The Effect of BSE on Market Power in the Alberta Red Meat Packing Industry (2006 Study)
Market Power in the Alberta Red Meat Packing Industry
Dr. Jeff Church email@example.com
|Completed January, 2006
In May 2003, North America’s first case of Bovine Spongiform Encephalopathy (BSE or “mad cow disease”) was diagnosed in a cow born and raised in Canada. As was standard practice at the time, countries that did not have a diagnosed case of BSE closed their borders to exports of Canadian live cattle and beef. This included the United States, Canada’s largest export market (the U.S. announced its first case of BSE in a U.S-born animal in June 2005).
In September 2003 the U.S. reopened its border to Canadian boneless beef from cattle under 30 months (UTM) of age. This meant that finished beef (the vast majority of which comes from cattle that are under 30 months) could be exported, but live cattle could not. Prior to the closure of the U.S. market Canada had been exporting approximately 14,000 head of fed/finished cattle each week to the U.S. With the border closure, these animals would have to be slaughtered in Canada, with the beef exported to the U.S.
Concern arose over the market power (ability to dictate prices for live cattle) that this would give the Canadian packing industry. This study was commissioned to investigate how much market power the Canadian packing industry was exercising. Because feedlot data was only available for Alberta, the study only examined market power in Alberta. Three of Canada’s largest beef packing plants (Cargill, Tyson Foods/Lakeside and XL Foods) are also located in Alberta.
Prior to May 2003, Alberta feedlot operators had the option of marketing their fed cattle for slaughter in Alberta or exporting them to the U.S. This integration of the U.S. and Alberta markets limited the market power of Alberta packers because Alberta feedlots could sell to U.S. buyers if Alberta packers exercised market power and reduced the price they would pay for fed cattle. Prior to May 2003, the average Alberta price for fed cattle was less than the U.S. price, but the two prices were highly correlated and moved together.
When the border closed completely to beef and live cattle in May 2003, Alberta fed steer prices declined dramatically while U.S. fed steer prices saw a sharp increase. When the border reopened to UTM beef but remained closed to live cattle, Alberta fed steer prices increased but no longer moved in correlation with U.S. prices. The markets were no longer integrated. Thus, the fed steer market was altered post-BSE with the separation of the Alberta and U.S. markets. The competitive conditions for fed cattle in Alberta had changed resulting in a market structure conducive to the exercise of market power by packers in Alberta. The study then measured the extent to which Alberta packers exercised their potential market power. The results indicated that during the time that the U.S. border was open to UTM beef but closed to live cattle, the packers could have exercised market power but did not do so to any significant level. The level of market power did increase slightly but the researchers believed that the range of margins was reasonable during that time period. Prices were not consistent with the coordinated exercise of market power and indicated that the actual behaviour by the Alberta packing industry was more competitive than might have been expected.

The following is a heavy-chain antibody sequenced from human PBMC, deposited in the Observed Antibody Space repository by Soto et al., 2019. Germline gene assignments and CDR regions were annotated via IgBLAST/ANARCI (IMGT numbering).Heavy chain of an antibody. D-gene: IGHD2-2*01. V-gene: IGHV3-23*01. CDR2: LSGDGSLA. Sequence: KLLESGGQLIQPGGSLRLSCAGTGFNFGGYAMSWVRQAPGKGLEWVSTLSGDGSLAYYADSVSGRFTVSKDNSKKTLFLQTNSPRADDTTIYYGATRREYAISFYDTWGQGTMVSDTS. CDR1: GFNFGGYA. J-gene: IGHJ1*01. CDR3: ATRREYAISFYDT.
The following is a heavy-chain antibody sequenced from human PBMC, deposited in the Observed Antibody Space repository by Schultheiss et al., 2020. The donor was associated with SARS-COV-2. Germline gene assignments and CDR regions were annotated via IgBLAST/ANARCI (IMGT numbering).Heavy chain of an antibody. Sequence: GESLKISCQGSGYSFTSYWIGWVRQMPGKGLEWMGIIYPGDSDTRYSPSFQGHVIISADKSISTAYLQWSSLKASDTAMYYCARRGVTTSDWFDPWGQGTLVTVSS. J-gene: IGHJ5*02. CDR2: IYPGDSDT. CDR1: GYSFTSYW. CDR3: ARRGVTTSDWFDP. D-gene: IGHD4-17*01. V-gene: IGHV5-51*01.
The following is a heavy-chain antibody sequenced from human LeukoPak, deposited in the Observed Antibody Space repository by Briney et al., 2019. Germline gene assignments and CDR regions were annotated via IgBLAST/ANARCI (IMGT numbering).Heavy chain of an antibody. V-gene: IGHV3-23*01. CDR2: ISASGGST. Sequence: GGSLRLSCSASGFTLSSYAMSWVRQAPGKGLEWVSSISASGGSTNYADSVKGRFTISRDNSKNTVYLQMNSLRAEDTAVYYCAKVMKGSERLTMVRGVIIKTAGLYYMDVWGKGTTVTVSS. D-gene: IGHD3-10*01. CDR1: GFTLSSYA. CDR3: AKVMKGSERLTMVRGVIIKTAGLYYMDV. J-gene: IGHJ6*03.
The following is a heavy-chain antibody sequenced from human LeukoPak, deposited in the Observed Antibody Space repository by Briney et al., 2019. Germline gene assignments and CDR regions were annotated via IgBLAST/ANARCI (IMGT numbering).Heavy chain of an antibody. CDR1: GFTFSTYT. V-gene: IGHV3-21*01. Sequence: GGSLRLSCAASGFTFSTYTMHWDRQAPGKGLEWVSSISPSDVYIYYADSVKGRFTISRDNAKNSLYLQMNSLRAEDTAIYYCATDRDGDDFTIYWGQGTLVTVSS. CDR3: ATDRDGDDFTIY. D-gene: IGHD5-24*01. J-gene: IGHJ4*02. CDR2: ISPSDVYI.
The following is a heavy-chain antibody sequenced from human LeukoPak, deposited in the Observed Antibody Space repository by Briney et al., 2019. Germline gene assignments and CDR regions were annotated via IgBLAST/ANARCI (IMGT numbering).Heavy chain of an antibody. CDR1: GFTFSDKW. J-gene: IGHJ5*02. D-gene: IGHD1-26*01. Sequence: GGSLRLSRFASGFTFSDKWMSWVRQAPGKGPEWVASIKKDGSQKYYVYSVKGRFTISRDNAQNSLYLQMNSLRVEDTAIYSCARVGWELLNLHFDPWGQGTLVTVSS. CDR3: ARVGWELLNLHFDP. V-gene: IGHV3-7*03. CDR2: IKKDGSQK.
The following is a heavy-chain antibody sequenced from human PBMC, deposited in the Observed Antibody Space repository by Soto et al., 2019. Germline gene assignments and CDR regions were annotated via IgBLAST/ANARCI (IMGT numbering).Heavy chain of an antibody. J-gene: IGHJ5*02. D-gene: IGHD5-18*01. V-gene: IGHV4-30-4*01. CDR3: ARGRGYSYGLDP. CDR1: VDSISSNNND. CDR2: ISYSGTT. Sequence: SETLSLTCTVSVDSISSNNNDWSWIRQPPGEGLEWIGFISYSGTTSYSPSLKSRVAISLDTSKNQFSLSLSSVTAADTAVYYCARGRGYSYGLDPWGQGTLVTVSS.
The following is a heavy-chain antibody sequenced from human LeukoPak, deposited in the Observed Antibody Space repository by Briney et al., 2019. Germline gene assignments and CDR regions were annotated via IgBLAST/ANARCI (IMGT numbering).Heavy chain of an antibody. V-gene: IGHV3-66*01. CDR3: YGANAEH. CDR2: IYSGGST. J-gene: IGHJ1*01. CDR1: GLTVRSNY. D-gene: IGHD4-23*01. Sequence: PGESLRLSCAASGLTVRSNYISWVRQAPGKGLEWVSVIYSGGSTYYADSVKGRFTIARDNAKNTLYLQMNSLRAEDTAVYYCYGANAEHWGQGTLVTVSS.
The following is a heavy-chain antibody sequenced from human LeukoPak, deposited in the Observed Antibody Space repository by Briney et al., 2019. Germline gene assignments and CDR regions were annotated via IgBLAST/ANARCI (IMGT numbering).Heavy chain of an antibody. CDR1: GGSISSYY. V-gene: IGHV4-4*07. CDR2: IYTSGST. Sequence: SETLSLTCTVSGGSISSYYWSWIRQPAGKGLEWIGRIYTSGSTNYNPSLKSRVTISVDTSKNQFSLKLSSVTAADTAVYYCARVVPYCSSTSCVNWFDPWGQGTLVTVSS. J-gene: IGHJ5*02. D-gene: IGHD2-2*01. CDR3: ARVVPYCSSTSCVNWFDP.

This study provides valuable insight into the functioning of the Canadian cattle market during one of the most volatile periods of its history. The U.S. border reopened to live Canadian cattle in July 2005 and since that time the U.S. and Canadian markets have once again become integrated, although not to the same extent as they were prior to BSE.